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The Daily Tar Heel

Merchant Stumbles Through Motherland; McCartney Thrills With Breezy-Pop Opus

Be a Criminal

Garrison can serve up catchy pop songs, and it can deliver powerful, aggressive rock. But it's not quite as effective when mixing the two.

Be a Criminal, the band's latest album, has its merits, but it ultimately eludes greatness due to the band's lack of focus.

Garrison doesn't take its music in a clear direction, and the result is frustratingly erratic. This outcome is ironic seeing as how the band obviously had solid, specific intentions in making Be a Criminal.

The purpose of the album, true to its title and the song names ("Choose a Weapon" and "Cover the Tracks With Cash," among others), is to illustrate the band's powerfully delivered view on crime.

Unfortunately, the music's inconsistency blunts that power. On the whole, the band does not craft tunes melodic and memorable enough to be considered pop nor passionately angry enough to be worthy of the hardcore tag. It's too bad, because when Garrison's music is good, it is very good.

The group's talent and potential are not in question, as Be a Criminal has its flashes of brilliance. A couple of songs, such as "Focus, Focus, Focus," stick in the mind with their adequate blend of power and pop. There's a striking, groovy guitar riff here and a particularly incisive lyric there.

But these are just flashes, and the band all too often forsakes these moments of greatness for the average sound that marks the album. Be a Criminal's closer, "Accept What You've Done, Accept Who You Are," builds up nicely but devolves into unremarkable emo-core that's been done before.

There are too many points where the group is content to let mediocre guitar thrashing and uninspired rhythm carry them along. The only aspect that stays strong throughout is the songwriting. In that department, the band has some provocative stuff to offer. It's the music itself that could use a little work.

Perhaps the group will soon choose an ideal path in which to take its sound. The true crime would be for it to continue being stuck where it is now.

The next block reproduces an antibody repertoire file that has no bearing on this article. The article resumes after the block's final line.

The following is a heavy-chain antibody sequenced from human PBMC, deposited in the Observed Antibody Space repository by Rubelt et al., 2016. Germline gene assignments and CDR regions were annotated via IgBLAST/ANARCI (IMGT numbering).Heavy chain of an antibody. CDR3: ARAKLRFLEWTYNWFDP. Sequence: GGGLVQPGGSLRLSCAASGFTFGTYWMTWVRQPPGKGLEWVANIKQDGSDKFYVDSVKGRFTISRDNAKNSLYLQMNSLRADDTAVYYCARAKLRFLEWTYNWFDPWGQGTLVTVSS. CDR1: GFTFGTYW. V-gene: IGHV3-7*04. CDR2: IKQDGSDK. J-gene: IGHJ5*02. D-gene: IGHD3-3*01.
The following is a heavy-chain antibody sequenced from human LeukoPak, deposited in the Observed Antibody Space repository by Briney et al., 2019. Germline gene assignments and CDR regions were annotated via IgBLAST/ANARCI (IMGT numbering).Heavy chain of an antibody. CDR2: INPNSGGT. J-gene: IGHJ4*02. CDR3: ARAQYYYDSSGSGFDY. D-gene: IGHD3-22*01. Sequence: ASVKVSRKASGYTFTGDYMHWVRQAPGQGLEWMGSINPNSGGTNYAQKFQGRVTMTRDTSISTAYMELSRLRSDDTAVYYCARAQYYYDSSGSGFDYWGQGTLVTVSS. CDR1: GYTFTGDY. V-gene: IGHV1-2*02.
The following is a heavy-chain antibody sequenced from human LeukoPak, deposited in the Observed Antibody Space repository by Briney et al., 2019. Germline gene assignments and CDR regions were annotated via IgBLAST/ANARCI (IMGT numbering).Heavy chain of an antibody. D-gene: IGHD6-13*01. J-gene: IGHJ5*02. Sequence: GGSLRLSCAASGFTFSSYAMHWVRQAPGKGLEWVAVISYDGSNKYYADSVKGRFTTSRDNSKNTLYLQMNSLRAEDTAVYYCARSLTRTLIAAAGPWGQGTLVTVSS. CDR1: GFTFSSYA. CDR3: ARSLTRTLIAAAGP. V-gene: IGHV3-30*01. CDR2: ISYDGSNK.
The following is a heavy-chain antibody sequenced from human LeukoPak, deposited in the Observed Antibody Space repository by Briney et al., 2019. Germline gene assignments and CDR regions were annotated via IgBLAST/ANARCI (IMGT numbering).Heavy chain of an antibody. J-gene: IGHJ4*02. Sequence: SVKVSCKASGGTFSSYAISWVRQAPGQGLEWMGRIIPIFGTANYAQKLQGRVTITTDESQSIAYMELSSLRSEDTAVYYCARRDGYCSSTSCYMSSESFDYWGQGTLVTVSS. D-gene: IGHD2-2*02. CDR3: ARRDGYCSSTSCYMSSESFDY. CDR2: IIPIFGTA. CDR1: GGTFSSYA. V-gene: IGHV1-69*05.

By Elliott Dube

Natalie Merchant
2 Stars

Natalie Merchant thanks a myriad of famous women in the liner notes of her new album -- everyone from Amelia Earhart to Emily Dickinson. Even legendary singer Billie Holiday gets props.

Whether Merchant's music will be as timeless as Holiday's remains to be seen, but if she wants to hold up over time, this derivative, hit-and-miss album is not going to help.

Starting from the first track, Merchant's soulful, rich voice is overpowered by different musical influences, including Indian sitars and country banjos. She even attempts to channel Lady Day in the bluesy-sounding "Put the Law on You."

All of this genre hopping indicates her desire to experiment, but this experimentation is done at the expense of her own uniqueness. In "This House is on Fire," for instance, too much emphasis is placed on the Indian feel of the background music instead of Merchant's lyrics and singing.

Her voice is characteristically voluptuous and husky, but here she leaves it in neutral and overwhelms it with figurative bells and whistles.

"Tell Yourself" and "Just Can't Last," sound like half-baked covers of her own over-played singles. These tracks, incidentally, are the first releases from the album.

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Hopefully, this choice doesn't indicate she will stick to her same-old style in the future. Her experimentation pays off in the songs where she lets her voice shine through and allows herself some range.

The uplifting title track and the haunting "Henry Darger" are stylistically opposite, but they're the only songs on the album worthy of the voice that sings them.

These particular songs are like comfort food sung by one of the most melodious voices in the industry. But it's difficult to wade through the rest of Motherland just to hear those gems.

By Allison Rost

Paul McCartney
Driving Rain
4 Stars

It must be tough to be Paul McCartney.

No matter what you do, it's never as good as what you did when you were 25. Everyone thinks that you write too many songs about love (including your deceased former-bandmate). And every time you release an album that has anything to do with your old band, you have to deal with Yoko Ono.

But if McCartney's having a rough time, he doesn't let on with Driving Rain, his first new album of original material since his wife, Linda, died in 1998.

Aside from the moody first single, "From A Lover To A Friend," Driving Rain is pure, breezy fun. Whether it is the influence of his new fianc